I try and make sure my soon to be brother-in-law has the rings and everything he needs and help my bridesmaid fix their dresses. I can hear the increasing chatter below as more of our guests arrive- I’m running 45 minutes late for our first look, oops!
THE ‘FIRST LOOK’ AND BEFORE THE WEDDING
What went well: The First Look
When I see Tim for our first look, it feels like days, not hours. He takes my hand and leads me through the door to meet our guests in the garden. The band is playing and my two year old nephew is dancing with my sister in law.
What didn’t go so well: Last minute panics
My schoolfriends are still stuck in heavy traffic so we hold back the service by 20 minutes. Everyone’s a little confused about what the plan is but no-one seems to mind that much. We smooth it over with another drink and more music. Finally, they arrive and we can get going.
I whizz back inside for my mum to fix my veil in my hair. Tim doesn’t realise and starts down the aisle with my niece – luckily he is waiting for me when I get outside.
What went well: Letting go
As we reach the front, Tim is attacked by a wasp, and has to swat it away, swearing. Everyone laughs. My mum leads our first reading (Captain Corelli), serious and sincere. It is beautiful. Our friend Alex stands for the second reading (Pam Ayres), and the bells at the village church start to ring to celebrate another couple, almost drowning his words- more laughing.
We have our third reading, (the one- author unknown) read by my friend Laura, and I have a lump in my throat. Tim squeezes my hand and we say ‘in sickness and in health’. All of a sudden, we are married.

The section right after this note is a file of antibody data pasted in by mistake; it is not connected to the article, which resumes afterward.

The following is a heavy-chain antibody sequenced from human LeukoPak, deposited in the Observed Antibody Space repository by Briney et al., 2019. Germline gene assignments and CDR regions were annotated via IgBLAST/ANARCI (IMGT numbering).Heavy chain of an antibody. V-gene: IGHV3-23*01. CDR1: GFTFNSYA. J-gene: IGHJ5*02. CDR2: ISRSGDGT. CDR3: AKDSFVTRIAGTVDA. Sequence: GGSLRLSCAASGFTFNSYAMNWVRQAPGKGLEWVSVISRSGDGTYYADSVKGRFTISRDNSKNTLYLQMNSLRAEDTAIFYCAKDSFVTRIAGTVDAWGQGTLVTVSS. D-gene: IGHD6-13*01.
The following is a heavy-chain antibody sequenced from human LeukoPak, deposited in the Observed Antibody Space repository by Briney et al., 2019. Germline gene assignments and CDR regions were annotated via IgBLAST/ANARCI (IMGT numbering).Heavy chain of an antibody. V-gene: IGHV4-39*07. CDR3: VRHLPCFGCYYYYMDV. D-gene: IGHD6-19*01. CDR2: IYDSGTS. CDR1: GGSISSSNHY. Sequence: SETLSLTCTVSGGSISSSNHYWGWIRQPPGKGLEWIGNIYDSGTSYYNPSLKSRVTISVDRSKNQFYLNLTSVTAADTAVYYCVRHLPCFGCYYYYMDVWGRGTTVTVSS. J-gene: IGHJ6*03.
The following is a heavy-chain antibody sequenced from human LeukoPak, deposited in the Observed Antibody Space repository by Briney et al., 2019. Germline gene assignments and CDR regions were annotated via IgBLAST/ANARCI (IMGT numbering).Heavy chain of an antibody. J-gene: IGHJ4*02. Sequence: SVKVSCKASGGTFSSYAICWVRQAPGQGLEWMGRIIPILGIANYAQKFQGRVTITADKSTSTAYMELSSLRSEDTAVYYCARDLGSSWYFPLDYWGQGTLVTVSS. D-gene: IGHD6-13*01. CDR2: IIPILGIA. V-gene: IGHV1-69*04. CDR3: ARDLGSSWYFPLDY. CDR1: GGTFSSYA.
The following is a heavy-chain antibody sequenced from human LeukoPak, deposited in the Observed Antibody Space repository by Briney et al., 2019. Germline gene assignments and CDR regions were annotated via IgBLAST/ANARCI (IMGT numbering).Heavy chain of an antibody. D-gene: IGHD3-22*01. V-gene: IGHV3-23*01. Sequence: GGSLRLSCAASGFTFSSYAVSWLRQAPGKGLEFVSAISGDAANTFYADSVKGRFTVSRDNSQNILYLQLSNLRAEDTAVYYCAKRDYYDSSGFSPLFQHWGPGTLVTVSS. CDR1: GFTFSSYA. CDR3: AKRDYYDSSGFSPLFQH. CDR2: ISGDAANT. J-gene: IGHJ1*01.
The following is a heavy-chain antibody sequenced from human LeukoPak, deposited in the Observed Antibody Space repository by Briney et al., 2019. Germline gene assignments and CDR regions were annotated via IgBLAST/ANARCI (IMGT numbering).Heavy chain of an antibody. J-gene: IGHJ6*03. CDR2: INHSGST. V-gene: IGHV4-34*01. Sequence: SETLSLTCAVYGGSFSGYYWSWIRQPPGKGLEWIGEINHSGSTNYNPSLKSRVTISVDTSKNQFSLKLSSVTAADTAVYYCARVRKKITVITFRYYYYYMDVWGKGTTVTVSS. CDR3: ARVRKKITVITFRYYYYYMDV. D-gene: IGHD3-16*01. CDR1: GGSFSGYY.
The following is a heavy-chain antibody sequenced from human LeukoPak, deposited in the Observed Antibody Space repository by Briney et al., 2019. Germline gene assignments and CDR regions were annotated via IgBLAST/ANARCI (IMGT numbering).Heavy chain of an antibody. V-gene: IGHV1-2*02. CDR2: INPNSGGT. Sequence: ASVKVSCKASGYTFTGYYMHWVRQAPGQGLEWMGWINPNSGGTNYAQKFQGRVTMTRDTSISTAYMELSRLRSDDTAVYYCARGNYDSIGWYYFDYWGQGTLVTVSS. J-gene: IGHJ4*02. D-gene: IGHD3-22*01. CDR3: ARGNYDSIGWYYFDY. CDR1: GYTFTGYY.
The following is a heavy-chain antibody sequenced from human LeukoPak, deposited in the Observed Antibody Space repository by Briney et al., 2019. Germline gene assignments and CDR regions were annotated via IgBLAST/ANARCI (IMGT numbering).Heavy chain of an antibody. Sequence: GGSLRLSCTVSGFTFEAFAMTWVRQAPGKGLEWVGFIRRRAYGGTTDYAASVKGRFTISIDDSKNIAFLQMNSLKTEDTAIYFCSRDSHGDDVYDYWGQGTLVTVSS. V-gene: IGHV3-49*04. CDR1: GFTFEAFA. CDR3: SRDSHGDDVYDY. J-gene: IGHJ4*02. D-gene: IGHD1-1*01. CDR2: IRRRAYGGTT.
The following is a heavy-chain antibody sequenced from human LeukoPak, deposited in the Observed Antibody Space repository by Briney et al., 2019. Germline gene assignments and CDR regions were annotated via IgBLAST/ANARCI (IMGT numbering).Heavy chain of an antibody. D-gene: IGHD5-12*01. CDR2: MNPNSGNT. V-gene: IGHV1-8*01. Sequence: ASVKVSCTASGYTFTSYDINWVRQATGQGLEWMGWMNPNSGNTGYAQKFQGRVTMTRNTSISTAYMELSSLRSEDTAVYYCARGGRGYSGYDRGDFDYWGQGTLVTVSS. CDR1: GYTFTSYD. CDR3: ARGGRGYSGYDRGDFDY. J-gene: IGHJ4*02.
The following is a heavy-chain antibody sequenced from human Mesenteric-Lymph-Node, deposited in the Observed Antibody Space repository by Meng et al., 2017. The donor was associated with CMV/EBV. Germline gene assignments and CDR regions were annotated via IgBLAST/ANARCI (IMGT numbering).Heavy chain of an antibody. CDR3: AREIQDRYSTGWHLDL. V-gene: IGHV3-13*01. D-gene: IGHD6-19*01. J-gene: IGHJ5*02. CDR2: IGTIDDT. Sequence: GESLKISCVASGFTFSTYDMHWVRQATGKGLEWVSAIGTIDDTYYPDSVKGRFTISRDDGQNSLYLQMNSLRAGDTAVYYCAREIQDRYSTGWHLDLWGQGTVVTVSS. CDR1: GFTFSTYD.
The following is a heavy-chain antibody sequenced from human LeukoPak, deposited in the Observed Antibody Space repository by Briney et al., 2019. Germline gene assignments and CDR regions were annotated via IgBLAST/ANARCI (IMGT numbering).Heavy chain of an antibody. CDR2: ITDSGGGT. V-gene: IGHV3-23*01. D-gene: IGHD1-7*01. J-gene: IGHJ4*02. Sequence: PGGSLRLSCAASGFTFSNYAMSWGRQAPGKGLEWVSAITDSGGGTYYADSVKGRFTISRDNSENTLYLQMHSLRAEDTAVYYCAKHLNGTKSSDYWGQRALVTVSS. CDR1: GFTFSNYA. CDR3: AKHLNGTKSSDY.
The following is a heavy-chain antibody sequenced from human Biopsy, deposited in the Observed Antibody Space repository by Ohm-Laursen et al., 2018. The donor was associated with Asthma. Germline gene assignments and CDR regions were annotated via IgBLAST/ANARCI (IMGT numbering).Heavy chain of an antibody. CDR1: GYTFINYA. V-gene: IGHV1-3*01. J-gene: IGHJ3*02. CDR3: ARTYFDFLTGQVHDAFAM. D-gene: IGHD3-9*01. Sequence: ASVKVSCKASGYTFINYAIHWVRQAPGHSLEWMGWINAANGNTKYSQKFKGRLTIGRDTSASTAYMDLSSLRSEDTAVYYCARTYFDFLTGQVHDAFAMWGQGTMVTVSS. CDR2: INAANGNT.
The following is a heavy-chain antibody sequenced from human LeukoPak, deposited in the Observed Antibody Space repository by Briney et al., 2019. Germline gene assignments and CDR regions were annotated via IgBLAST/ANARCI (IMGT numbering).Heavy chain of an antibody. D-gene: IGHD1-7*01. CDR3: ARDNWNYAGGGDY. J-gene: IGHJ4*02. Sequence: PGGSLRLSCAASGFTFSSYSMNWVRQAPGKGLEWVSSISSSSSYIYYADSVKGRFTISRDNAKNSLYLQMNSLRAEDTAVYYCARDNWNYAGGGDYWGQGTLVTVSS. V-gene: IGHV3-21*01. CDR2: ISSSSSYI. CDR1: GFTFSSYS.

What didn’t go so well: Minor Memorable hiccups
We sing “Always look on the bright side of life”, me, my husband, and my brother in law, and mix up the verses. I’m not sure anyone notices or cares. Walking back down the aisle to “King of the Swingers”, I get the urge to dance and Tim is caught off guard. I trip on my veil and it falls out of my hair.
What went well: Getting all emotional
We have plenty of time for drinks and canapés. Our lawn games are well used and everyone is getting to know each other. When we sit down for dinner, our caterer introduces each course and each is better than we could have possibly hoped (thanks again Andrew!). The tipi just looks amazing. Tim’s speech makes his mum cry, and I- well, I cry all the way through mine. I am so lucky to marry such a wonderful man.
What didn’t go so well: Using the same space for everything
After dinner, I realise we need to clear the tipi for the ceilidh so it’s all hands to the pump to clear away tables and sweep the floor.
THE EVENING CELEBRATIONS
What went well: Dancing and midnight feasts
We cut the cake and the boys smoke cigars. I take a few minutes to slip into comfier shoes and touch up my makeup. Then we dance, and dance some more. We have even more guys than girls on the dancefloor, so they dance with each other. The buffet is brought out and the pork pie is out of this world. We light the fire in the tipi and those who aren’t dancing huddle round gossiping. We round off the evening with sparklers.
What didn’t go so well: Transport…
The taxis turn up, then go again. Tim rings the taxi company and persuades them to return.
What went well: Being the last ones standing
The laggards head into the lounge, where we are treated to an impromptu concert from two of our friends. Soon everyone is singing along to “Wonderwall” as we polish off the stilton and cake. At 3am, we slip into bed.
Katie & Tim on their honeymoon
So there you have it my loves – and the resounding message from Katie appears to be let it go and don’t allow yourself to worry on the day; none of the worrying matters.
I’ll be inviting our recently or may be not so recently married readers to contribute to this feature – keep an eye out on our Facebook page for further details. In the meantime, I’d love to read your feedback on Katie’s advice above. Does any of it strike a chord with you? Might you have any particular questions you’d like to ask? Can you relate to any of what Katie says?
Big post-wedded bliss love,